Mayor Richard Riordan has asked for an investigation of the Fire Department's troubled efforts to install a $57-million state-of-the-art communications system, saying the project is in a "state of crisis."
Funding for the ambitious project--which was supposed to be completed three years ago--was approved by city voters in a 1988 bond measure after a fatal fire in a Downtown high-rise.
But the project has become mired in cost overruns, software problems and a dispute with its principal contracting firm--which is asking for an additional $10 million to finish the job. City officials say they are preparing for possible legal action to force the contractor to complete the system.
"I am deeply concerned that this project get back on track as soon as possible," Riordan said in a letter to Fire Chief Donald O. Manning and Wendell J. Meyer, general manager of the city's Information Systems Department. "The demise of the (project) is another disaster the city cannot afford."
In the strongly worded letter dated Dec. 20, the mayor said the project was in a crisis and suggested that he was not receiving all pertinent information from fire officials.
"I am also requesting that the CAO assign an independent audit team to uncover the true status of this project," Riordan said.
Manning acknowledged that the communications system has "some difficult issues to overcome" but disagreed with the mayor about the scope of the problem. "The issues themselves do not constitute a state of crisis," the chief told Riordan in a Dec. 28 letter.
"(The) project has been and is continuing to be managed responsibly and intelligently under turbulent technological and economic periods," Manning wrote.
Meyer acknowledged in an interview that the project is beset with problems but declined to say how serious they are.
"I don't want to define what a crisis is," said Meyer, whose department is helping to prepare the city to maintain the system once it is completed.
City Administrative Officer Keith Comrie said it is not unusual for such projects to fall behind schedule.
Two reports by Comrie's office and the city controller last week found that several other bond-financed projects, some approved in 1989, have become bogged down in bureaucratic tangles. Among them was an upgrading of the Police Department's 911 system.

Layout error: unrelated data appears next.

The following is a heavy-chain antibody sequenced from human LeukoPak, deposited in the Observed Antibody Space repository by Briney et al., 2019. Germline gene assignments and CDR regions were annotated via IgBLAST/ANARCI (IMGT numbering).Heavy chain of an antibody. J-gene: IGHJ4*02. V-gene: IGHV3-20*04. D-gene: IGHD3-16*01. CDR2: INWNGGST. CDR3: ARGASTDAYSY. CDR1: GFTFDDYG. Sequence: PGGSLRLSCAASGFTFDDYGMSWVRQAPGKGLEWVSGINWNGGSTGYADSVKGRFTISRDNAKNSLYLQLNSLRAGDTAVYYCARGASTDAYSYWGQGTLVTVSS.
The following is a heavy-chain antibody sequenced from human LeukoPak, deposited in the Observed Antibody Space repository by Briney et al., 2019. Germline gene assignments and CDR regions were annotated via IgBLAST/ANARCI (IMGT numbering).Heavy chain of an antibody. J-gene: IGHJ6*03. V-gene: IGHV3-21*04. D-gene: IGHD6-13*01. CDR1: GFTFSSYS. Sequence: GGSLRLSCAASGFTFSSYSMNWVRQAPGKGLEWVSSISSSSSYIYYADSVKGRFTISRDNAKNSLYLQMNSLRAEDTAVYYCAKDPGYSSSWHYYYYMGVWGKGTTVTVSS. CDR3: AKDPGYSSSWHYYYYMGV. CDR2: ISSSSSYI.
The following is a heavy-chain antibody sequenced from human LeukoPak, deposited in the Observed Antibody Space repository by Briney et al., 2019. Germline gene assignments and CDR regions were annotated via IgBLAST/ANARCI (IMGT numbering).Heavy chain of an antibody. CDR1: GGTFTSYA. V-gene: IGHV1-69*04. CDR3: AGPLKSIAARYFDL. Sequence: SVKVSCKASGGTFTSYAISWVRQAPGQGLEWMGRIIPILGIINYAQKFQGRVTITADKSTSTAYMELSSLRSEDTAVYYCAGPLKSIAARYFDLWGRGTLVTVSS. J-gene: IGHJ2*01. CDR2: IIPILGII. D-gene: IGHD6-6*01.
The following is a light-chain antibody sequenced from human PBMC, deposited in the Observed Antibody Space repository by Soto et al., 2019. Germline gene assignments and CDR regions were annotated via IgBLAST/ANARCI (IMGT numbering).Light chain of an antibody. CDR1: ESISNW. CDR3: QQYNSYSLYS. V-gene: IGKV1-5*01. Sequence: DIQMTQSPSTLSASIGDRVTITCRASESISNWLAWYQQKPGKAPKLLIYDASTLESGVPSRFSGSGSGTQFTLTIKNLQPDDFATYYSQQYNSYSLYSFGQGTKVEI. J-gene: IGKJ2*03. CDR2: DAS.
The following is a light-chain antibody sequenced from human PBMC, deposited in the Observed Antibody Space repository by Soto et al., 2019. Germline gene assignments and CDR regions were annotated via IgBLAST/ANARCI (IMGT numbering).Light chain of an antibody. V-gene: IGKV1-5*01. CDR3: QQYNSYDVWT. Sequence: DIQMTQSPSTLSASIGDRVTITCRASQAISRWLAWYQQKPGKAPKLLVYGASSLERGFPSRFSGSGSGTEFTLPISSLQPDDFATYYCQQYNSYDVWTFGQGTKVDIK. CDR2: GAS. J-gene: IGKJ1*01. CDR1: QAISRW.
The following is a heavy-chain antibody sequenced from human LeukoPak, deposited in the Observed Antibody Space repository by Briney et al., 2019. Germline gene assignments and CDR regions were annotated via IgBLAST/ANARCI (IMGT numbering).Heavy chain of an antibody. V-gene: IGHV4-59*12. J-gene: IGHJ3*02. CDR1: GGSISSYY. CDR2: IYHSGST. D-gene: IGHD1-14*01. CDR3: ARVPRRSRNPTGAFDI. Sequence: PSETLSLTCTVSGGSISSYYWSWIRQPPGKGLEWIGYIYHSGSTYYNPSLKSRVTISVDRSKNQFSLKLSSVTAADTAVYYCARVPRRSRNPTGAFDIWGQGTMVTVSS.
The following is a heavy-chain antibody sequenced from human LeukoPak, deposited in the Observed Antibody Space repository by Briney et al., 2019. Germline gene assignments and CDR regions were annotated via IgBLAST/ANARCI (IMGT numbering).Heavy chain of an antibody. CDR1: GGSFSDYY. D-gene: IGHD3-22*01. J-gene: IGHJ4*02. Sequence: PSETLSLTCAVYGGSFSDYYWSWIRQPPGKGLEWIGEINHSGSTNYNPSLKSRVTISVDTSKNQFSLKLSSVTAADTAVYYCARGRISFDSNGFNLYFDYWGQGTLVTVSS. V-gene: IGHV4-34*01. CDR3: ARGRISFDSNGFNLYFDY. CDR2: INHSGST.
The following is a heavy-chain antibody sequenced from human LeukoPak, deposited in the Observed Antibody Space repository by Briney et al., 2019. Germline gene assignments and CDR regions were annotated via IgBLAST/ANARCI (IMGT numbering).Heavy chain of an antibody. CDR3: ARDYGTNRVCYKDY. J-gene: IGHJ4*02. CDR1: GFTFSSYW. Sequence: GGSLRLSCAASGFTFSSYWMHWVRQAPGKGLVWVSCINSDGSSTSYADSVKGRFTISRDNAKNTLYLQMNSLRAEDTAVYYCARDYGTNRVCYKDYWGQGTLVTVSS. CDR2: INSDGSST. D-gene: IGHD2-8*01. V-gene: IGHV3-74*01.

Still, Riordan is particularly troubled that the expensive Fire Department project is not only behind schedule but is 67% over its budget, said Deputy Mayor Michael Keeley.
"Fifty-seven million (dollars) is a lot of money," Keeley said, "and it needs to be watched."
Adding to the problem, Systemhouse Inc.--the primary contractor--is requesting an additional $10 million for installing what it contends were extra software programs requested by the Fire Department, according to Manning's letter. The chief expressed confidence in his letter that the department could negotiate with Systemhouse and avoid the extra $10-million charge.
Officials with Systemhouse were unavailable for comment Wednesday.
To help prepare the city in case it has to take legal action against Systemhouse, Keeley said, the city attorney's office has retained the KPMG Peat Marwick consulting firm to study all aspects of the project.
That study will be forwarded to Riordan in lieu of the audit that he originally requested from the city's administrative officer. The mayor was unaware that the city attorney had retained the firm when he wrote his letter, Keeley said.
Efforts to fund the system through a ballot measure gained momentum after a May, 1988, fire at the Downtown First Interstate building. During the highly publicized blaze, which left one person dead and 40 others injured, firefighters were hampered by radio transmission problems.
After an aggressive campaign by proponents, Los Angeles voters approved the bond measure, known as Proposition N, in November of that year. A homeowner with a 1,500-square-foot house would pay about $8 a year more in property taxes for about 10 years to pay for the project.
The communications system would be among the most advanced ever developed for any fire department. Among other functions, it would employ the latest technology to pinpoint locations of units on lighted map boards at the City Hall emergency center and automatically guide firetrucks to scenes by mapping routes on computer screens inside the cabs.
Fire commanders also would receive updates on those screens as they responded to emergencies, thus preventing a common occurrence in major disasters--jammed radio frequencies because of excessive talking.
Assistant Fire Chief Tom Curry, who is overseeing the project, said that the bulk of it has been completed and that the entire system could be operating by December.
The most expensive aspect of the system--1,100 radios bought for $27 million and a high-frequency radio system--has been in operation for about three years, Curry said. He added that another major portion--a $17-million upgrading of dispatch terminals and installation of personnel computers in fire stations--also was completed about three years ago.
The main problem has been with the software designed to run the system, which failed to perform when it was turned on in January, 1992.
"Frankly," Curry said, "when it failed, we didn't know what to do."
Since then, Systemhouse has been trying to redesign the more than 600,000 programming lines that run the system.